Ztherm™ Local Thermal Analysis (LTA) is an accessory that can be used in combination with the Asylum Research MFP-3D™ Atomic Force Microscope (AFM). Ztherm employs a heated AFM probe to apply controlled temperature to a sample. This technology offers a distinctive understanding, for instance, of the different surface states of sugar particles after grinding, which are of specific importance in chocolate manufacturing.
It is a well-known fact that a fine chocolate has better taste, flavor, melting, and more specifically, a smooth texture and mouth feel without grittiness. Hence, the solid ingredients of chocolate — milk powder, sugar, and cocoa — are ground to a size less than around 30 µm in a liquid phase of lipophilic cocoa butter. This is performed predominantly by using ball or roller mills.1
Apart from chocolate texture, refining is also applicable for the processing behavior during the production process, for instance, relative to the flow characteristics of chocolate masses.2,3 Despite the fact that the main influencing factors are well known,2,4,5 flow characteristics of chocolate masses differ based on the refining technique.3 Flow characteristics are the consequence of the interactions of the particles with one another and also with the surrounding cocoa butter. Grinding the particles leads to not only reduction of particle size but also modification of their surface characteristics. Consequently, the interactions change.
Since the interactions with other particles and with the surrounding phase are determined by surface characteristics such as adhesion, topography, and/or the crystalline or amorphous property of the sucrose, they play a vital role in chocolate manufacturing. To gain insights into the impact of grinding on these characteristics, it is essential to carry out a detailed study of the surfaces of unground and ground sucrose particles. An AFM surface morphology image of a sucrose particle as it appears in unground chocolate mass is illustrated in Figure 1. Sorption experiments have already shown that grinding results in an amorphization of sucrose particles.6,7 However, it is not possible to confirm this amorphization in detail through polarization microscopy, X-ray diffraction, or differential scanning calorimetry (DSC). These methods only provide information related to bulk characteristics of the material, which results in the conclusion that amorphization occurs only at the surfaces of the particles.
Figure 1. Surface morphology of a sucrose particle as it appears in unground chocolate mass. Scan size 5 µm.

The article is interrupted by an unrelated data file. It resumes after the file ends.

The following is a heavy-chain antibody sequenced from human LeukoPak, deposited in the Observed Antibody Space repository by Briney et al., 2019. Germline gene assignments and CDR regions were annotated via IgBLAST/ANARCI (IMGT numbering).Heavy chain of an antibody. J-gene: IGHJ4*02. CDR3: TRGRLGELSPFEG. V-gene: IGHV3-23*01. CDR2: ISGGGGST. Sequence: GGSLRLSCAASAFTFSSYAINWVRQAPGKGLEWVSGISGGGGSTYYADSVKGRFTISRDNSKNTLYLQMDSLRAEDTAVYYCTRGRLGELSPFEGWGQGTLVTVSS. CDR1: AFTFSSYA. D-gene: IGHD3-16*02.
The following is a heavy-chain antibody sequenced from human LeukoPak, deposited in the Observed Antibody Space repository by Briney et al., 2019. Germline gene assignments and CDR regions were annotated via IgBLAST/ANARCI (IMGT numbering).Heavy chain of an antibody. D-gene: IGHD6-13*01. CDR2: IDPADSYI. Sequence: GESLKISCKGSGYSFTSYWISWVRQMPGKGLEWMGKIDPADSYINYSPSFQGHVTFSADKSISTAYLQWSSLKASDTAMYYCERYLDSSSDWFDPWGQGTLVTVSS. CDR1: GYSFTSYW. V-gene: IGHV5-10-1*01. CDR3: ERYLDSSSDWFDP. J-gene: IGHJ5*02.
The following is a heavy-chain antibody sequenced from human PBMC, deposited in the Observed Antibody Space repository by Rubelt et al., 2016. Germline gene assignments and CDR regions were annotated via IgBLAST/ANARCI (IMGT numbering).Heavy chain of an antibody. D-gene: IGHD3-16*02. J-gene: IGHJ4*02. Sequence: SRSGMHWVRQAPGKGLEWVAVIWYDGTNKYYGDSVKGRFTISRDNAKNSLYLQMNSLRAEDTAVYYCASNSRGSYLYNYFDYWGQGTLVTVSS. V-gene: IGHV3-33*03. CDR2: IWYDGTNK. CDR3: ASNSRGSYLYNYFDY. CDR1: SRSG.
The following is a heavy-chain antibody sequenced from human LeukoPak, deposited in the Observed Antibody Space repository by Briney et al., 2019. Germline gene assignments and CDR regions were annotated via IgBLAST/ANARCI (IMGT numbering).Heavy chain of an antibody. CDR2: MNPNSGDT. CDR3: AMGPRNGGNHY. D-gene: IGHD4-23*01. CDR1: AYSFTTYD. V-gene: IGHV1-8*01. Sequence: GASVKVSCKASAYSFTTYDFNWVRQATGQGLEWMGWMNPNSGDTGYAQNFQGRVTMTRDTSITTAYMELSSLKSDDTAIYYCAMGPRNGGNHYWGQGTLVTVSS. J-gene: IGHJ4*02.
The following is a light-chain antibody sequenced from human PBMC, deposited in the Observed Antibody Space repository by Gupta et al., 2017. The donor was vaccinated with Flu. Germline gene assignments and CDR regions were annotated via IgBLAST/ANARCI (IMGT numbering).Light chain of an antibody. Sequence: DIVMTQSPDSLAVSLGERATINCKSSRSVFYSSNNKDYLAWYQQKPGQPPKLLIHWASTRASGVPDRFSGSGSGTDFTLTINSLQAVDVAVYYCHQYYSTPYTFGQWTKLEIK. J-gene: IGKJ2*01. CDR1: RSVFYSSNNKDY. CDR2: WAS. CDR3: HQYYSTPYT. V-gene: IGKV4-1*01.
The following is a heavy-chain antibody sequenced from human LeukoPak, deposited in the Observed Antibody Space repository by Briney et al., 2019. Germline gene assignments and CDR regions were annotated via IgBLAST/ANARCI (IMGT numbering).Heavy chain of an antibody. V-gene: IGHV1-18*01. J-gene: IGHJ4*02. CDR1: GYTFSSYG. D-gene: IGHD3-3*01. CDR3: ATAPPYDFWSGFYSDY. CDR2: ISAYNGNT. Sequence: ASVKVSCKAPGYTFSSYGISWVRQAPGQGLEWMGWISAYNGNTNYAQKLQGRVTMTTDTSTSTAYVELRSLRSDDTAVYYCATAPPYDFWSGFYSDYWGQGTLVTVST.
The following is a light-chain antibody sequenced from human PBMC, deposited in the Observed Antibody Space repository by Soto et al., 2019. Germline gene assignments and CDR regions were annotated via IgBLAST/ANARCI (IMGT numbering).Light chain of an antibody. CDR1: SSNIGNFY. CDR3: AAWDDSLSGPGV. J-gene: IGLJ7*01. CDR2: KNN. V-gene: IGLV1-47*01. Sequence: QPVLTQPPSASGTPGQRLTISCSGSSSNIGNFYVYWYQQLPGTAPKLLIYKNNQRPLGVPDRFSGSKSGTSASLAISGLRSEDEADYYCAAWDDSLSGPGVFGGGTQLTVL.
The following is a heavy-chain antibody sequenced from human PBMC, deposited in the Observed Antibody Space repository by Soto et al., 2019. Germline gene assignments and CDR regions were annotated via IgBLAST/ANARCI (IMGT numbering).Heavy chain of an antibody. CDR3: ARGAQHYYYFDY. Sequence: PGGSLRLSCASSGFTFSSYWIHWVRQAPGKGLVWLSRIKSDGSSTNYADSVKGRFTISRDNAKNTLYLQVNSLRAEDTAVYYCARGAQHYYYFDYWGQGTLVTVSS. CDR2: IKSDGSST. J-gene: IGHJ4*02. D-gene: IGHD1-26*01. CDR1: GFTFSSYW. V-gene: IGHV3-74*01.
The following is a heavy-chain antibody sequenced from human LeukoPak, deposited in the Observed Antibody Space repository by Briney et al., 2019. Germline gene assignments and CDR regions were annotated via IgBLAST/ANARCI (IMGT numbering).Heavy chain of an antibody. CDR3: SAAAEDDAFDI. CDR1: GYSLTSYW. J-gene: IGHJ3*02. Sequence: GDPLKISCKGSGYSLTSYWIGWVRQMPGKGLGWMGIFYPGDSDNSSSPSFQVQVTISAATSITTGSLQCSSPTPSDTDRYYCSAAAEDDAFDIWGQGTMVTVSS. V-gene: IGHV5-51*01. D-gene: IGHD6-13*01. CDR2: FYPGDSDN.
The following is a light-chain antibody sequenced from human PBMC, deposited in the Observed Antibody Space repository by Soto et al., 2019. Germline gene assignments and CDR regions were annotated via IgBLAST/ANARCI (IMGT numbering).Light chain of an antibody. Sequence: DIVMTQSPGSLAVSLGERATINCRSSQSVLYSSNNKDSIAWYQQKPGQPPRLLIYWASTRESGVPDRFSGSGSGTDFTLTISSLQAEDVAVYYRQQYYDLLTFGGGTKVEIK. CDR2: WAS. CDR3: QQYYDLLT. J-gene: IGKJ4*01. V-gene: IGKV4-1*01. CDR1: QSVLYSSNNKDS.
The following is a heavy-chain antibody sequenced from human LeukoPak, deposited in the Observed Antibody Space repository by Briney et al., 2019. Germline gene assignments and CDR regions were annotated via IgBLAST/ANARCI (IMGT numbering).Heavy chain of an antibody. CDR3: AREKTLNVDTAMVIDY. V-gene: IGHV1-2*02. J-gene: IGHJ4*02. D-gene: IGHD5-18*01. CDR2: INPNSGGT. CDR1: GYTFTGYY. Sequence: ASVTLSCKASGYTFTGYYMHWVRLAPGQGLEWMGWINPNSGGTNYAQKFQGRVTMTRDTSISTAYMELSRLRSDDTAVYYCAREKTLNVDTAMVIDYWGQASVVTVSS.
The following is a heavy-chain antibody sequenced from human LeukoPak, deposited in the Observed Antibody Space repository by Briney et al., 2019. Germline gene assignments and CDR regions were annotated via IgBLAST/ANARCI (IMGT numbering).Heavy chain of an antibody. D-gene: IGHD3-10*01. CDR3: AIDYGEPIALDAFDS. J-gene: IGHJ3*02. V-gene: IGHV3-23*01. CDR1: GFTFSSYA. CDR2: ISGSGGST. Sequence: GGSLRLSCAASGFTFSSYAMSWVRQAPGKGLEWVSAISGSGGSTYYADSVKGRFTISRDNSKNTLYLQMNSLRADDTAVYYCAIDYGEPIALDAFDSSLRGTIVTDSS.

Materials and Methods
Grinding of Sucrose Particles
A ball mill containing 10 kg steel balls, with diameters of 1.5 cm, was used to grind 450 g of commercially available crystalline sucrose, with a particle size of ~1 mm, in 550 g molten cocoa butter at a temperature of 45 °C. The grinding process was carried out until a particle size of ≤30 µm and a median diameter of 10–12 µm for 90% of the particles were achieved.
AFM Experiments and Sample Preparation
After separating the sucrose particles from bulk suspension by centrifugation (55 °C, 10 min, 5000 rpm), they were washed with hexane and dried in a dessicator. Subsequently, sucrose particles were glued onto a mica disk. Adhesion force measurements and surface analysis were performed using the MFP-3D AFM with standard silicon cantilevers of a nominal spring constant of 2 N/m (AC 240, Olympus Corp.). Analysis was carried out in a dried nitrogen atmosphere (relative humidity 5%, Humidity Sensing Cell for the MFP-3D AFM).
After carrying out 60 x 60 force-versus-distance-curves per force map of a size of 1 µm² in contact mode, adhesion forces were evaluated. For each tip, the exact cantilever spring constant was established through the thermal noise method.5 Scan velocity was 2.0 µm/s and contact trigger point was 1 V. Two force maps per sucrose particle at different surface areas were inspected, and maps were captured in duplicate. A minimum of 15 sucrose particles were analyzed per sample. Force map data were converted into a histogram of the frequency of adhesion force per map in %. Quantities less than 0.5% of the total number of force curves were not considered.
Oxford Instruments Asylum Research provided the Ztherm LTA. To calibrate the tip, saccharides of different melting temperatures were used. Amorphous sucrose was prepared in accordance with Ref. 8. LTA was carried out using an AN2-200 ThermaLever (Anasys Instruments) with a setpoint of 500 mV, a trigger of 10 nm, and a voltage ramp of 1 V/s. The MFP-3D was used for analyzing images and maps.9
Melting Temperatures of Standard Substances
In order to determine melting temperatures, DSC analysis was carried out using an MDSC 2920 (TA Instruments) and a heating rate of 5 K/min in a temperature range of 50-200 °C in duplicate. After the sample was hermetically sealed in an aluminum crucible (40 µL, Mettler Toledo), it was measured against an empty one as a reference.
Particle Size Analysis